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New technology hit and miss for lawyers

As the mainstream world adapts to changes in technology — and therefore policies and practices — the law profession seems to be narrowly missing its mark.

The legal profession is in the middle of an “industrial revolution”, but is without flexibility to adapt to new technological advancements.

Speaking on The Lawyers Weekly Show, InCounsel managing director David Bushby said the legal profession is falling behind compared to other sectors and has several unmet needs in the technologically savvy consumer space particularly.

“We’re not really rolling out those amazing technology developments to that end of the market to really make legal services better, more accessible and more affordable,” the managing director said.

Joining Mr Bushby on the show, NSW Law Society president Elizabeth Espinosa and Federal Court of Australia digital practice registrar Jessica Der Matossian said that, as technology becomes mainstream, lawyers need to adapt to suit their clients.

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Ms Espinosa said that it’s important that solicitors are understanding and anticipating how technological advancements will affect the way they practice, and understand how their clients use technology so they can best adapt ways to serve them.

“As the use of technology in law becomes mainstream worldwide, lawyers in NSW and Australia more broadly need to be agile and learn how to take advantage and really use these technologies to administer justice and provide that service,” she said.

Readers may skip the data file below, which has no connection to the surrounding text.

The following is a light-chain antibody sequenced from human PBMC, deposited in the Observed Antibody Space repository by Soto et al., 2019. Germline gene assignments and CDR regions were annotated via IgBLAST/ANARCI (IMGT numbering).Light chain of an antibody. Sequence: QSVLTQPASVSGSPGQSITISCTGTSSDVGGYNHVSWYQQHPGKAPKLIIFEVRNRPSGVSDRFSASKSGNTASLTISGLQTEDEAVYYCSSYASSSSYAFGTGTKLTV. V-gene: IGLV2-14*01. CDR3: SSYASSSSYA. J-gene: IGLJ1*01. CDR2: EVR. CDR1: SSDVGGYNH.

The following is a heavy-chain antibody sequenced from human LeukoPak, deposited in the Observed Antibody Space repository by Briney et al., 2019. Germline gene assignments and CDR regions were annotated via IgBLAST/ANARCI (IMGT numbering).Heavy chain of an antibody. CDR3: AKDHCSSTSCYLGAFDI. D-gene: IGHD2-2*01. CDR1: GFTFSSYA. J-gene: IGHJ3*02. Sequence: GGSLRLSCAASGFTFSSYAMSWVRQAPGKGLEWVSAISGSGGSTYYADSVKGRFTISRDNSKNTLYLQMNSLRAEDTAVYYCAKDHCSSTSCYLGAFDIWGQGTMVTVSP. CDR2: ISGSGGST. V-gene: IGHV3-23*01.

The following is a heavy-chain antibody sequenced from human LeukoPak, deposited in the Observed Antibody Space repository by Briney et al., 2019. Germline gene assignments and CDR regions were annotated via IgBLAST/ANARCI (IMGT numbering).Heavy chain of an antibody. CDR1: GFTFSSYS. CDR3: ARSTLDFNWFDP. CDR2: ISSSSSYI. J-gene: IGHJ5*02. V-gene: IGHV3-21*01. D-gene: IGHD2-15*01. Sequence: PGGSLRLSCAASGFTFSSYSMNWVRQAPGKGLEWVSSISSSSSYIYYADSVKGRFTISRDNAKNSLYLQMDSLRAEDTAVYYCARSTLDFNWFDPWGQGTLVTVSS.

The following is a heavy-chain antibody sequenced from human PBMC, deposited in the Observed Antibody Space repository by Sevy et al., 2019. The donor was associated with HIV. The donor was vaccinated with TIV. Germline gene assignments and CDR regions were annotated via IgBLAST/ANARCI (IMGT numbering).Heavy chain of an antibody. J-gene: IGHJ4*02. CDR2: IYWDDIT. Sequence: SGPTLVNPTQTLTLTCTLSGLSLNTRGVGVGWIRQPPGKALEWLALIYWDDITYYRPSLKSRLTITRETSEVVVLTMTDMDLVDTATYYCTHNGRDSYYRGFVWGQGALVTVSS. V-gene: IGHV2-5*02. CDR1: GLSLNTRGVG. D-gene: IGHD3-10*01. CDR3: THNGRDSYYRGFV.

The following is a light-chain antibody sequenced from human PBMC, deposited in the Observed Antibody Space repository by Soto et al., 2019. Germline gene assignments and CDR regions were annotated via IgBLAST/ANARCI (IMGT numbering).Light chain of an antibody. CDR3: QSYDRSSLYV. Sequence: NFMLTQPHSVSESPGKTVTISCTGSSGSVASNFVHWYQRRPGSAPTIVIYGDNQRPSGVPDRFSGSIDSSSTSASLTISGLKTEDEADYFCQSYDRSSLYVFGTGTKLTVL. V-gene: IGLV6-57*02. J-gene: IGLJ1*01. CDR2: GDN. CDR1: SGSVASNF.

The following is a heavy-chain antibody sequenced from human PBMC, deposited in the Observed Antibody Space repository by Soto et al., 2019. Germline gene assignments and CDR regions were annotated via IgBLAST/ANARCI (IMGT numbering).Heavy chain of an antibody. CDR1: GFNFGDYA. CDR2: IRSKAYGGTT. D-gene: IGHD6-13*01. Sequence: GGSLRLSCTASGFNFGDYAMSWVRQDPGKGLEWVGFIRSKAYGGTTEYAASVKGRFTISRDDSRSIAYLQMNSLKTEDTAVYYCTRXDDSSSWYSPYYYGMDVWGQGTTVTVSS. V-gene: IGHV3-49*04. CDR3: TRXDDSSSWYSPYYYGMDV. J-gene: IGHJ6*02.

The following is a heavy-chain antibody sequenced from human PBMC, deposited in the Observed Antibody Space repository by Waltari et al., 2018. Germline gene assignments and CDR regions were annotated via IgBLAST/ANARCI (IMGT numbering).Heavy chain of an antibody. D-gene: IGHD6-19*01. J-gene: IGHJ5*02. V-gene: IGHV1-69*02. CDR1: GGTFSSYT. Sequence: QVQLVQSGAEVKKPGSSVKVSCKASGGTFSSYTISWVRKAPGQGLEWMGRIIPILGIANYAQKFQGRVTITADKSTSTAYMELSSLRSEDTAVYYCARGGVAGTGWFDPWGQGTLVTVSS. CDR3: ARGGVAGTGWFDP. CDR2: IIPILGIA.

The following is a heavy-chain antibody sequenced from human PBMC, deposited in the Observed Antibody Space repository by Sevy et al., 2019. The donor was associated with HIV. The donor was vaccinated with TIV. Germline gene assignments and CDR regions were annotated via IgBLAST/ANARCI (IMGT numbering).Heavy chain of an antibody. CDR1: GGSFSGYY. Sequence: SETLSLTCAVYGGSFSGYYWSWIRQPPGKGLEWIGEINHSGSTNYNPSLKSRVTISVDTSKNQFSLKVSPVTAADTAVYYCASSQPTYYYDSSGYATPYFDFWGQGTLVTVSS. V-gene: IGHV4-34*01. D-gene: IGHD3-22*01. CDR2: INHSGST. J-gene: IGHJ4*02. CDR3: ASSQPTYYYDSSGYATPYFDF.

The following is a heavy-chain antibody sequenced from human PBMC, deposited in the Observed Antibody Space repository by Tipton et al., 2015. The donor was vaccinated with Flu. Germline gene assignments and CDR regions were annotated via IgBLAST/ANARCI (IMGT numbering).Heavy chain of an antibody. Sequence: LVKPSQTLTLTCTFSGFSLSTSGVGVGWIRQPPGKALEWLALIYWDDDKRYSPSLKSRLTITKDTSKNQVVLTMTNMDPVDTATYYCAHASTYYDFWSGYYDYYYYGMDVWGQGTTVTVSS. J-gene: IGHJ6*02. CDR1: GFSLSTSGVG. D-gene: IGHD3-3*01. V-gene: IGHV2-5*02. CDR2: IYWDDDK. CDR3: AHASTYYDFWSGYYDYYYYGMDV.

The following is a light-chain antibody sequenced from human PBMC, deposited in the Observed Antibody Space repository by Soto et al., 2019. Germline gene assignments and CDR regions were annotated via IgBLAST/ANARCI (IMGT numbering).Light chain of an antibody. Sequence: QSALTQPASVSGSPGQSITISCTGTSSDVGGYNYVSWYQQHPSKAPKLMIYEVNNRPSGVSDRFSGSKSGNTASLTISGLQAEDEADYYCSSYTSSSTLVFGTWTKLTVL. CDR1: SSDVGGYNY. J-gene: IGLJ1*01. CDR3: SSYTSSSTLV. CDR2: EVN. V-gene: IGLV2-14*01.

However, law technology globalisation is around the corner, and the law profession will miss it in terms of providing access to legal services for a range of consumers — from those within the court system to those who are expecting technological strides.

Much like the “do not pay” option, digital methodologies that provide assistance as a free service are not a substitute. Ms Espinosa said “it cannot make up for a shortfall on what otherwise should be adequate funding of a legal assistance service.”

In terms of the Federal Court, Ms Der Matossian said access to justice is “the biggest hurdle for us” in terms of introducing technology developments. She said: “We have to make sure we’re not making the digital divide greater but decreasing that.

“I think what we need to do is not make the decision about how things will change. We need to take a user-centric approach. We need to start doing market research.”

Ms Der Matossian added that managing technology expectations is another issue, as stakeholders’ expectation for technology overlooks its temperamentality.

“People, whether that be internal or external stakeholders, need to appreciate that it’s not a 100 per cent guarantee that technology will work all the time.”

However, on a plus, Ms Der Matossian said there is a willingness for lawyers that have already established themselves in the profession, and not just graduates, to commit to technology changes to better both firms and their client interaction.

“We have a handful of young people who are really engaged, really innovative and will keep the conversation going,” Ms Espinosa added. “But the people asking the real questions and wanting to learn are the senior practitioners.

“They want to come on board, they want to do what they signed up to do when they did law: provide legal advice and serve their community. And they’re doing that to the best of their knowledge which is in accordance with our competency duties.”

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